My mother is most notorious for shedding tears at weddings, funerals, graduations, movies, your standard Sunday morning church service, the checkout counter of a department store after striking up a conversation with the cashier.  It used to embarrass me.  That is, until I turned into her.  I well up pretty much three times daily.  Not just sad tears, but happy tears.  Life is emotional.  And my mom taught me that it's okay to show it. 

6.  I laugh.  All the time.
See #5.  Plus, I blame my dad for the fact that at least once daily I quote Seinfeld or some stupid comedy from the 90's (namely Dumb & Dumber).

7.  Seeing people in need hurts my heart.
My mother and father are two of the most generous people I have ever known.  If they see a need, they try to meet it.  I grew up watching them clothe the homeless, feed the hungry, and comfort the sorrowful.  They were intentional and specific.  And because they'd made good financial decisions they were able to generously meet the needs of others when the opportunities presented themselves.  They never did it for recognition, and I'm sure I don't know half of the needs they met back then and continue to meet to this day.  I do know, however, that my grandfathers were both the same way.  So, maybe I should be blaming them.  Point is, they instilled this in me.

8.  I had to marry a handy man.
He's not a handyman by trade, but there's nothing the man won't or can't do.  If he doesn't know how, he learns.  Install french doors in our dining room?  Remodel a bathroom and turn it into two rooms?  Replace the motherboard on a refrigerator?  Make obscure repairs to the cars?  Create a fuse with nothing but a paperclip?  Yup.  He's done those things.  And many, many more.  I blame this particular item on the importance of numbers 3 and 4.  Joint effort on my parents' part.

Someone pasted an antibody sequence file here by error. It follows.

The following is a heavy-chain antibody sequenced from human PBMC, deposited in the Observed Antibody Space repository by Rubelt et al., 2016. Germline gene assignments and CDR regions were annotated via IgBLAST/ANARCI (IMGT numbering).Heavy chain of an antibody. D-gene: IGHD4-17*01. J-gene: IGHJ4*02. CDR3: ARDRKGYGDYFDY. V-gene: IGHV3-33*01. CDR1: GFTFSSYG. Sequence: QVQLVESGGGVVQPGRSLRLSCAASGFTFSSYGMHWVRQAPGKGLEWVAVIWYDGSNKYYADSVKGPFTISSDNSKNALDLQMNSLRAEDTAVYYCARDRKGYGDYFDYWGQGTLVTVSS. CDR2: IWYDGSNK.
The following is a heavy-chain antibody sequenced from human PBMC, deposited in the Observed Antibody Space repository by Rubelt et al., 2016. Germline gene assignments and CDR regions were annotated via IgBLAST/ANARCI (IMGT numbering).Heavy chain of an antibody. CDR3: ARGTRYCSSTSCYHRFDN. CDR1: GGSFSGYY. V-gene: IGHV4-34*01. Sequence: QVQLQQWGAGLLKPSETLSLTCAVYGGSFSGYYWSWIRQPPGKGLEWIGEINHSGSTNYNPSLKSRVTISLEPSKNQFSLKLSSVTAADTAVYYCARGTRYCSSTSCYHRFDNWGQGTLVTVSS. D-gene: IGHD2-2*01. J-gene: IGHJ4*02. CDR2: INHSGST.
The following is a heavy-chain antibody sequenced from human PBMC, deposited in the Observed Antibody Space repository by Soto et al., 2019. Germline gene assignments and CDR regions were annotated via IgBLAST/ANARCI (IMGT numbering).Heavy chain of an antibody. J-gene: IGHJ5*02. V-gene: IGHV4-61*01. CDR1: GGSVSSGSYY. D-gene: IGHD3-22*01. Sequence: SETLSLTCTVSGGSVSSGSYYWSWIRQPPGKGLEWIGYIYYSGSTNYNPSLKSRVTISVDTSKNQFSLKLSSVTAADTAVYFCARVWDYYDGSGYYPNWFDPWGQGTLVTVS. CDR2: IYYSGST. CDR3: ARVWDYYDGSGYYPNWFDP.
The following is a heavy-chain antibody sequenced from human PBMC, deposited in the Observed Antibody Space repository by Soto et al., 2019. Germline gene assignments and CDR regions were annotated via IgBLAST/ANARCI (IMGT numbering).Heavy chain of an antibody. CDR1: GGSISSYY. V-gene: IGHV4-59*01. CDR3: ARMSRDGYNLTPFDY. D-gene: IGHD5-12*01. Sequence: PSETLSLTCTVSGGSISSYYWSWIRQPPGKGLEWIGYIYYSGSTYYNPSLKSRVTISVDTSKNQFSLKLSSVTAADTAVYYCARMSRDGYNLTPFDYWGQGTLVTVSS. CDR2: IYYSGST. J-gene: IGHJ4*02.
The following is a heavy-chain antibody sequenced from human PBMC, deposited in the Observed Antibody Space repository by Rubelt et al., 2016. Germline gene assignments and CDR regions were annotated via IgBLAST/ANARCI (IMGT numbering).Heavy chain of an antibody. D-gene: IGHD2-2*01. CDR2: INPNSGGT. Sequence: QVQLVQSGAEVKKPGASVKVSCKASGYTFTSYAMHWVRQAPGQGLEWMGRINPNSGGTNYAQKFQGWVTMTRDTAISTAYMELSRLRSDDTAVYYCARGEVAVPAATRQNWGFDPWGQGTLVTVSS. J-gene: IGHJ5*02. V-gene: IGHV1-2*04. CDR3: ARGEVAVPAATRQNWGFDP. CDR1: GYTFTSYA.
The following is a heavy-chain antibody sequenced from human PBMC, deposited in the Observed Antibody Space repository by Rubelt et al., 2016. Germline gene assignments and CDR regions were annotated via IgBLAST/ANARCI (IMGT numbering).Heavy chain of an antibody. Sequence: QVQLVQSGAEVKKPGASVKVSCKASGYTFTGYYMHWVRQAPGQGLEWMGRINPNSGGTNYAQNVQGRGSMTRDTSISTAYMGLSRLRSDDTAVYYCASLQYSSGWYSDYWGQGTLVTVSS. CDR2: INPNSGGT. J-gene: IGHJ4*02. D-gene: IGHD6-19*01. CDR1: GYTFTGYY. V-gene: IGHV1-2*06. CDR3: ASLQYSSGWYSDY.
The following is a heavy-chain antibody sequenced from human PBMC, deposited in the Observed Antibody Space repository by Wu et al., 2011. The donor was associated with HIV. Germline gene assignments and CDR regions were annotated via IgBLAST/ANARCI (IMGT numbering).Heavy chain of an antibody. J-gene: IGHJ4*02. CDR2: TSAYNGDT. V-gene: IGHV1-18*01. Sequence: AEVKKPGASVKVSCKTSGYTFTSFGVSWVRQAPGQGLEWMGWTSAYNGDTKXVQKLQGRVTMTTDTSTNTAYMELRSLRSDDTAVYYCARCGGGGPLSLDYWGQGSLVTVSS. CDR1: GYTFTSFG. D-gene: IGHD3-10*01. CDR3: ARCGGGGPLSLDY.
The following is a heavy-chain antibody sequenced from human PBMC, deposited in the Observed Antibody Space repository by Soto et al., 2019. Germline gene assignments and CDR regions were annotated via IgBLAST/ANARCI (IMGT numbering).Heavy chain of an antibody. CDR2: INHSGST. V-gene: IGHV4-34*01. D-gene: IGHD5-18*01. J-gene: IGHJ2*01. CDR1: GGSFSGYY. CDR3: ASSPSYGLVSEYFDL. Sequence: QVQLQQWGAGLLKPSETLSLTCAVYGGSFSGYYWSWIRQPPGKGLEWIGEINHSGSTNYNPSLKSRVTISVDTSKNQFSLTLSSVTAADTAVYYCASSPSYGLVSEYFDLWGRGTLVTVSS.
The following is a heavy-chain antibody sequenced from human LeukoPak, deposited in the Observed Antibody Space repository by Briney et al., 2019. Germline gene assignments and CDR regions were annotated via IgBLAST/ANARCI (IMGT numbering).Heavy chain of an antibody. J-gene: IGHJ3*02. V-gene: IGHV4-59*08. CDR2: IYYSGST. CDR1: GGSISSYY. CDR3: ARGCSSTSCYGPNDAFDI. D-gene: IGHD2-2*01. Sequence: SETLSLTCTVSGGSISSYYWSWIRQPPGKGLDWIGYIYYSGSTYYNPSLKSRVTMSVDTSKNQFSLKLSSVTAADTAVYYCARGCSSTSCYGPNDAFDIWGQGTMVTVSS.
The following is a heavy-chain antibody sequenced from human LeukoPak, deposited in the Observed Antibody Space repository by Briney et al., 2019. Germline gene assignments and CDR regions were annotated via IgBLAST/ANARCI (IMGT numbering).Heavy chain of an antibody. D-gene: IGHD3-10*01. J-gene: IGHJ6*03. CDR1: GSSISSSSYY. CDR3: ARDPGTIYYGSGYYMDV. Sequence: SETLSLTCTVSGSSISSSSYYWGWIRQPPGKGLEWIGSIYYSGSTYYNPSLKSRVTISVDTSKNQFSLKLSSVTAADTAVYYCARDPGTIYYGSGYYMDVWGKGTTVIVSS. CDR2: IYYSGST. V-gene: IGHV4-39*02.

9.  When I'm feeling confused, lost, upset, nervous, excited, joyful, sad, I know I can find an answer in Scripture.
Whether it's because I spent as much time at church as I did at home or because every time I went to my dad for advice he quoted a passage to me, I'm not sure, but either way, totally blameable on them.

10.  I have a crazy, random taste for music. 
My dad stopped listening to "new" music around 1970, so I grew up to the songs of the Four Seasons, Beach Boys, Rolling Stones, Simon and Garfunkel, and the Mamas and the Papas to name a few.  My mom had every Elvis record he ever made and really likes Christmas music.  Now they listen to country and gospel, sometimes both at the same time.  I guess this explains why a few of my favorites are Alan Jackson, Alanis, Third Day, Mariah Carey, and NSync (especially at Christmas).

Not exhaustive, but that's enough to get me started.  So what about you?  What attributes of your character can you blame on your folks?


Mrs. Flatt said...

The crying at everything must run on both sides of the family, because my mother and I weep several times daily. I don't think I've ever actually seen our mothers together when they didn't shed at least a couple tears...

Sharon said...

Jennie - we have a lot in common (except for the obvious difference in our ages - like 5 years or so...ahem). Both of my grandmothers were born in Scotland, and my father graduated from Cornell with a degree in mechanical engineering. My mom is also a very emotional person, and has a great sense of humor.

Sadly, just last week, my dad passed away rather unexpectedly. And so, part of what I've been doing in the last few days is remembering him, and pondering his life and the values and traits of his that I carry with me. Many of them correlate with yours.

So, I will add just these two thoughts. I am the only one in my immediate family that has his eye color. My sister and brother both inherited my mom's blue eyes. I have Dad's hazel eyes. And, in the last two weeks, I have had a special feeling when I looked into his eyes looking back at mine - our common color sorta gave me an extra sense of connection, if that makes any sense.

And the other thing is something that I learned from my dad - family is everything. Never take for granted the people that you love, for life is short (even if it lasts a long time). I have never been more grateful for those I love, and my time with them is even more precious.


Debbie said...

I know this is impossible, but are you SURE you weren't really raised by my parents?

I know the crying one fully well because (I hope) I will never forget the day I met your mother. I'm sure she has zero clue who I am, but I remember her. She spoke to me so deeply and wisely, and she was crying the whole time. I have never forgotten the advice she gave me. I have passed it to others.

Loved all of these, and I will tell you very sincerely that I can observe these qualities in you.